By means of this inventory à la Prévert, a Mediterranean in motion emerges, one of “travelling cultures”, of real networks (and today also virtual), the most salient example of the latter being the creolization of contemporary Mediterranean music. In an important book that turns Braudelian concepts of the Mediterranean upside down, Peregrine Horden and Nicholas Purcell (2000) reflect on the specificity of this world in the very long term. Fusing interactionist and ecological approaches, they characterize the Mediterranean as a bringing together, via the sea, of extremely fragmented territories, and via a “connectivity” facilitated by imperialism, but set to expire by the twentieth century, according to the authors and in my sense incorrectly so. The enigmatic title of their book, The Corrupting Sea, draws all its implicit conclusions from this notion : because it creates links, this sea is a menace to social order and to harmony for domestic groups.

Opposed to this Mediterranean of networks, passages and, in its best moments, conviviality, there is the more familiar and dramatic Mediterranean of conflicts, domination, religious borders, face to face rather than side by side, to use Thierry Fabre’s (2005) terms. No one has expressed this Mediterranean of tensions, even of hatred, better than Ivo Andric in his Pizmo iz 1920 (letter dated 1920) from Sarajevo (Andric, 1993 : 33–34) :

When in Sarajevo you lie awake all night long in your bed, you hear all the sounds of the night. Ponderously and implacably, the clock on the Catholic cathedral rings two o’clock. A minute later (seventy‐five seconds exactly, I counted), in its somewhat feebler but still penetrating tone, the clock on the orthodox Cathedral rings “its” two o’clock. A little later, the clock tower on the mosque of the bey in turn rings with a harsh and distant tone ; it rings [95] eleven o’clock, a ghostly Turkish eleven o’clock, conforming to the odd calculations of countries situated on the other side of the earth. The Jews do not have a clock that rings, and only a cruel god knows what time it is for them at this moment, an hour that varies, depending on whether they are Sephardic or Ashkenazy. So, even at night when everyone is asleep, in the detailed account of sleep’s slack hours, the differences that divide the sleeping people are awake. People who, upon awakening, are joyful or suffer, eat or fast according to four different and opposing calendars, and who say their prayers to the same heaven in four languages of different churches. This disparity, sometimes visible and open, sometimes invisible and hidden, always looks like hatred and is sometimes confused with it.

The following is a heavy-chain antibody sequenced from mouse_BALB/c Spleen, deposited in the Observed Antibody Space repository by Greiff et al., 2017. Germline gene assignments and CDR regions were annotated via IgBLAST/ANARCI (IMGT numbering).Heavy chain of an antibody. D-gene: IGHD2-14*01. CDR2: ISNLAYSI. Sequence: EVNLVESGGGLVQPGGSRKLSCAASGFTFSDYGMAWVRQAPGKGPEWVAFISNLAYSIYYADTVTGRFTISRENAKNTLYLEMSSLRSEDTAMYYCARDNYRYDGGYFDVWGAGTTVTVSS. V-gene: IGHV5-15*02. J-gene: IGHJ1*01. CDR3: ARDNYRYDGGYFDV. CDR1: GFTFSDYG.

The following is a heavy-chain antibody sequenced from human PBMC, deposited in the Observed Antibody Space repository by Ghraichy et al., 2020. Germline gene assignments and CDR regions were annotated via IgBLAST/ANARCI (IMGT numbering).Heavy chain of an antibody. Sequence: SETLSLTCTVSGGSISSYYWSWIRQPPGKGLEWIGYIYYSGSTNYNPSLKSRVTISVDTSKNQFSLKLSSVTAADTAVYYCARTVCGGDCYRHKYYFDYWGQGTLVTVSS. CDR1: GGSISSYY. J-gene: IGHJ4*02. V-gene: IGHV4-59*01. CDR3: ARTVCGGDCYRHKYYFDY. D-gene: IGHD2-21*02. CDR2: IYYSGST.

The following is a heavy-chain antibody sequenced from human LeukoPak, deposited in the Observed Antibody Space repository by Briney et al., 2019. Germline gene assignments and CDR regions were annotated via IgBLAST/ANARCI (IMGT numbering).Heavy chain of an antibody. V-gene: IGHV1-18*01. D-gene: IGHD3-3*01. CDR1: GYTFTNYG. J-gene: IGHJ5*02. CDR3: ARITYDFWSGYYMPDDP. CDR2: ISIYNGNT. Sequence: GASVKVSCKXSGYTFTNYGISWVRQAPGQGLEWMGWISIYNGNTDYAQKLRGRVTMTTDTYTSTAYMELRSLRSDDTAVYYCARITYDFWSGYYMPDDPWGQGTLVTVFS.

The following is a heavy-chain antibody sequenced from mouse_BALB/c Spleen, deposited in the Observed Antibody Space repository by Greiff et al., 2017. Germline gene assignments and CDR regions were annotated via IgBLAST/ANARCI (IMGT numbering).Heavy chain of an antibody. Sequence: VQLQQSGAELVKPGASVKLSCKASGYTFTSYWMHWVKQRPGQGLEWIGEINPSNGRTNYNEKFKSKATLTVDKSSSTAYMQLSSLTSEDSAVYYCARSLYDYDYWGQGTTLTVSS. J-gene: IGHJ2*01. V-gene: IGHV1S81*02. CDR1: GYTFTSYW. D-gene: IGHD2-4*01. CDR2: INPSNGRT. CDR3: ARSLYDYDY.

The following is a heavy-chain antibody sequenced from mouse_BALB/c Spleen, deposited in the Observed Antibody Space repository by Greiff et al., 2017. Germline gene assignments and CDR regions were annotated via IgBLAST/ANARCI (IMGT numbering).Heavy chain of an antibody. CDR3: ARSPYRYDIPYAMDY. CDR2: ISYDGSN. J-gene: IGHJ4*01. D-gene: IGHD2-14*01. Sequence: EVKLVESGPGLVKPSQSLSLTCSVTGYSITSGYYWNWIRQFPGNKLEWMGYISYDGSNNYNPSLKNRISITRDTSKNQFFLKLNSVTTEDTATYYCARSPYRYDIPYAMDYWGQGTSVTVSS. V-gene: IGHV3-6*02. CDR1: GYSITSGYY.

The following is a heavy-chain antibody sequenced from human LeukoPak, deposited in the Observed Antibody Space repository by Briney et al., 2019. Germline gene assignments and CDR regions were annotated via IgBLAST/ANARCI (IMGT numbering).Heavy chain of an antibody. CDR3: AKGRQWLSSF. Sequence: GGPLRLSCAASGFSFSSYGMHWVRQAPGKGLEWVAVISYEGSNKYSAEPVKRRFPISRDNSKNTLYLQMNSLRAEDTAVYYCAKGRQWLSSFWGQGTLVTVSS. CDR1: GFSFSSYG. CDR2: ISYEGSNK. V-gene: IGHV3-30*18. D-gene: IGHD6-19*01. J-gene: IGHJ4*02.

That Mediterranean, the one of eris (hatred) and not of eros, to use Berque’s (1997 : 10) terms, is symbolized by competing calls to prayer, the unbelievable cacophony of church bells, muezzins and shoffar‐s in Jerusalem. This is the Mediterranean of cities and territories broken by religious allegiances, like in the Middle East and the Balkans, where ostentatious rivalry can rapidly become “monumental hatred”, where people keep trying to sully or destroy the religious edifices and patrimony of the other side, as François Chaslin (1997) showed for the ex‐Yugoslavia. It is the Mediterranean of new walls and destroyed bridges, as in Mostar in Bosnia, the bridge that could connect, but whose destruction was an ostensible sign of separation and a frequent theme in the literature of the Balkans from Ivo Andrić to Ismaïl Kadaré. It is along religious borders, from Kashmir to Ireland, via Checheny, Palestine, Turkey, Cyprus or the Balkans that one finds the principal zones of friction and conflict, where people are eliminated, confined, remanded or banished, and where interminable dramas are played out. We must not describe these conflicts by simple religious geography ; geopolitical strategies, nationalisms exploiting histories for their own ends and social demands all play their part, but this religious component of the conflicts, which sometimes leads to the sacrifice of one’s life with the promise of salvation, has been, it seems to me, undervalued to the benefit of sociological explanations that reduce faith and its motivations for action, for loving one’s folk and hating all others, to an epiphenomenon. In any case, is it not the spectre of the crusades and the holy wars, incarnated today by the strangely symmetrical figures of Osama bin Laden and George Bush, hovering over our planet ? Once an interior lake, at its best moments a “lake of meaning”, according to Berque (1997 : 16), today the Mediterranean resembles instead a frontier of fear that separates and has become, what is worse, a sort of cordon sanitaire—a natural unexpected barrier to exclude the poor.

Finally, there is also a third Mediterranean : that of anthropologists in the narrow sense of the term, these people from afar who have belatedly taken an interest in a nearby region, in these “Others” who did not sparkle in the discipline like the great “Others”, the Amerindians, the Oceanians or the Africans. From their new work emerges a Mediterranean composed of societies with “a family likeness” as Dionigi Albera and Anton Blok (2001 : 23), borrowing a concept of Wittgenstein, call it. Horden and Purcell (2000 : 507), connoisseurs of anthropological work, which they nevertheless as historians are wont to do regard with a certain hauteur, speak of a “loose unity of family resemblances”. If we were to cite two totemic figures in the Mediterranean of life styles and social values, they would be Julian Pitt‐Rivers (1986, 1997) and Germaine [96] Tillion (1966), who are essential for an understanding of this “Mediterranean touch” that serves as a background of connivances allowing people to know themselves and to recognize each other. 6 This is the Mediterranean (has it been said enough ?) of ostentatious hospitality, of honour and shame connected to blood and name, of an endogamic vision of the world, of the republic of cousins, a pattern anchored especially on the southern shores and in pre‐Christian antiquity, of marriage with one’s kin, of Jocasta saying to Polynices : “A spouse taken from outside brings misfortune”, of the predilection for “living with one’s own”, of sexual segregation, “of a certain ideal of virile brutality whose complement is the dramatization of feminine virtue” (Tillion 1966 : 67). This is the Mediterranean of patronage in the agro‐literate traditional state and its corresponding cult of saints, these cuddled intermediaries in monotheisms, of factionalism with its opposing leagues and its unique modes of conflict mediation and vindictive practices, or else the Mediterranean of territories of grace, of doleful devotions to virgins and martyrs.